Our program offers training in Clinical Microbiology in 2 large academic centers laboratories: NYU Langone Tisch Hospital and Bellevue Hospital Center. The training is divided into Core and Advanced Microbiology rotations. Core Microbiology training (8 weeks) includes a rotation through the main sections of Microbiology: Bacteriology, Mycology, Parasitology, Mycobacteriology and rapid molecular diagnostics. During this period the resident becomes acquainted with the different basic procedures, use of media and becomes proficient in microscopic diagnosis. As the rotation progresses, the resident becomes familiar with laboratory processes, quality improvement activities, participates with clinical team interactions and assists with clinical consultations for diagnostic questions. During the Advanced training period (4 weeks) the resident acquires additional tools needed to direct a microbiology laboratory as well as advanced experience in other microbiology laboratory spaces, including molecular diagnostics, Serology/immunology, Mycology and Parasitology. During the Microbiology rotations, the resident has weekly didactic sessions with the Clinical Microbiology directors of both laboratories. The resident also interacts with other trainees in Microbiology such as Infectious Diseases fellows which enriches the rotation for both types of trainees.


In the core rotation residents spend two months rotating through the hematology laboratory at Bellevue Hospital. They learn about complete blood cell analysis, bone marrow analysis, coagulation testing, urinalysis and body fluid analysis. Residents become familiar with test methodology, instrumentation, laboratory workflow, regulatory requirements, and information technology during the rotation. The resident will be involved in validation of new instrumentation or testing, preparation for inspections, and ongoing quality assurance projects. Residents are responsible for reviewing abnormal peripheral smears, bone marrows, and body fluids with the attending pathologist. Emphasis is placed on integration and correlation of the clinical and laboratory findings. Residents are also required to present interesting clinical cases at Clinical Pathology rounds.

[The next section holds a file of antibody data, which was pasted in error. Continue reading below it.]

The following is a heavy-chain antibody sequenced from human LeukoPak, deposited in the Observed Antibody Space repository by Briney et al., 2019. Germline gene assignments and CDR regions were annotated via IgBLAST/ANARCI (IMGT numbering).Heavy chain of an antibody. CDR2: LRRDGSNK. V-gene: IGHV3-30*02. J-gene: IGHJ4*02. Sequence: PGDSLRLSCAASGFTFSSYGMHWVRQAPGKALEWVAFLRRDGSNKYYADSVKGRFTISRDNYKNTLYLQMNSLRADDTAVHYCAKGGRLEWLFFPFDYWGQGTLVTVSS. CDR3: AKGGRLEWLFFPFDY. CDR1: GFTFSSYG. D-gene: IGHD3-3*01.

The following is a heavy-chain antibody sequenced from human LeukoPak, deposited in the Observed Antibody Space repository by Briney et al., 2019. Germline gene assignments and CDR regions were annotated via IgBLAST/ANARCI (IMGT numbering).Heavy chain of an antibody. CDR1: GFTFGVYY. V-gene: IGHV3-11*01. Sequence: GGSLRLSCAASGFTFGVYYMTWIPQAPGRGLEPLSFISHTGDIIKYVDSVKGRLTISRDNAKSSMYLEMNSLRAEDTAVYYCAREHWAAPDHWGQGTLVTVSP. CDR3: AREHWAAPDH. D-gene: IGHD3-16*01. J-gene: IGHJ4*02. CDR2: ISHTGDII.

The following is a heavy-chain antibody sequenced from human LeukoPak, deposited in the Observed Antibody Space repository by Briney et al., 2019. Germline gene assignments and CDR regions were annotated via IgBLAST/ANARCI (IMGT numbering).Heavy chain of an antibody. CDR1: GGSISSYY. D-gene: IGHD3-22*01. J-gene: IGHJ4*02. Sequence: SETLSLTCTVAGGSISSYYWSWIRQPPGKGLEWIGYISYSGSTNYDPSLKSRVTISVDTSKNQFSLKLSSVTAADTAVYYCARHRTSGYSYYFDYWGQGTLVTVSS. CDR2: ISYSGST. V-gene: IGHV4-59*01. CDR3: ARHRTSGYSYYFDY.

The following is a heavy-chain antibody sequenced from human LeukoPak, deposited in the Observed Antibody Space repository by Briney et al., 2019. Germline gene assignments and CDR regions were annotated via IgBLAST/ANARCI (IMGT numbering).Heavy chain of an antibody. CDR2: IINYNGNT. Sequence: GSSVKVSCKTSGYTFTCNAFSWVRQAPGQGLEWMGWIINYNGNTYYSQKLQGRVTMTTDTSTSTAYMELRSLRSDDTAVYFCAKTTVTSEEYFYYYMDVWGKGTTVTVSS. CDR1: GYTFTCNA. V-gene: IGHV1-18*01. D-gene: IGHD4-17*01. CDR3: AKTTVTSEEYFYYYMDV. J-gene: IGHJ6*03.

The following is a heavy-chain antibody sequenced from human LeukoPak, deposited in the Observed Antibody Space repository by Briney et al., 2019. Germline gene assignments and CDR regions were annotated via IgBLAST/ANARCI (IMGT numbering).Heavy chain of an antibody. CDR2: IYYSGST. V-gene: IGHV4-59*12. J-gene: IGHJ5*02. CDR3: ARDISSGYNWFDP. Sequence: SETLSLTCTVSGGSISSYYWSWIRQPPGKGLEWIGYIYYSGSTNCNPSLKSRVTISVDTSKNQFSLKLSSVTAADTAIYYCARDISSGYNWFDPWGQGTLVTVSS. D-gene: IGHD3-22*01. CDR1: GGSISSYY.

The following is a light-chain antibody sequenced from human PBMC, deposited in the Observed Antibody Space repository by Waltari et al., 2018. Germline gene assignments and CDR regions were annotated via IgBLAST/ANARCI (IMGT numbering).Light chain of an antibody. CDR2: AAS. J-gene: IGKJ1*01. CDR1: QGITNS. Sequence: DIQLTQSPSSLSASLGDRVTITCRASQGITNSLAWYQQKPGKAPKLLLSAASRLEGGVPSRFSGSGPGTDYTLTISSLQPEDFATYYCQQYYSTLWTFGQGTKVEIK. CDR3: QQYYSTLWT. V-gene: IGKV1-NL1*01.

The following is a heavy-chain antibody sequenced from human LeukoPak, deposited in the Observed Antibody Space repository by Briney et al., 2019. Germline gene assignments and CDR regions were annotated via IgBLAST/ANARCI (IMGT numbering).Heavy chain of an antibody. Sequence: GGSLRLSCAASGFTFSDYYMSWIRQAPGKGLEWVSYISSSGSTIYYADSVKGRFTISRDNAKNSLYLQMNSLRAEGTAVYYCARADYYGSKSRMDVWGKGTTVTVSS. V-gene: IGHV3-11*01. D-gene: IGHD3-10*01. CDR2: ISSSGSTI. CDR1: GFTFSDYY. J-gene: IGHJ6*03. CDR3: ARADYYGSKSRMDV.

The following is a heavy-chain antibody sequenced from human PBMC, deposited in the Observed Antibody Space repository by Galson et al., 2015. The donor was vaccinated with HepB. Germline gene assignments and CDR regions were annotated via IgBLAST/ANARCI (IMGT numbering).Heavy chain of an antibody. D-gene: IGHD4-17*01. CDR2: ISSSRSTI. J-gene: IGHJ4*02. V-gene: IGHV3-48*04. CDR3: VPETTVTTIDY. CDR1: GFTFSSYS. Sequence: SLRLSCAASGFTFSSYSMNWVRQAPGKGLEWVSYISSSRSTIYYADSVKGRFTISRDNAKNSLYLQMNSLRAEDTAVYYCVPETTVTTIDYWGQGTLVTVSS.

Clinical Chemistry: 

The Clinical Chemistry rotation covers a comprehensive group of topics (organized in modules) that include administrative, technical and clinical facets of training in this discipline.  The course topics are structured in a sequential manner so that core concepts, i.e. organization and workflow, instrumentation and methods and quality management, are introduced first followed by test-specific issues.  The latter are organized into sections covering lipids / CV disease, Blood gases and acid/base balance, Liver / GI and pancreas, Endocrine, Cancer and protein electrophoresis, and Therapeutic drugs / toxicology.  Point of care testing and various management / financial issues are also covered.  Topics will be covered using a variety of educational tools including: didactic or informal teaching sessions, “bench” experience or observation, questions, and individual reading.  Practical exercises will be individualized for each resident affording an opportunity to use data and situations that reflect current operations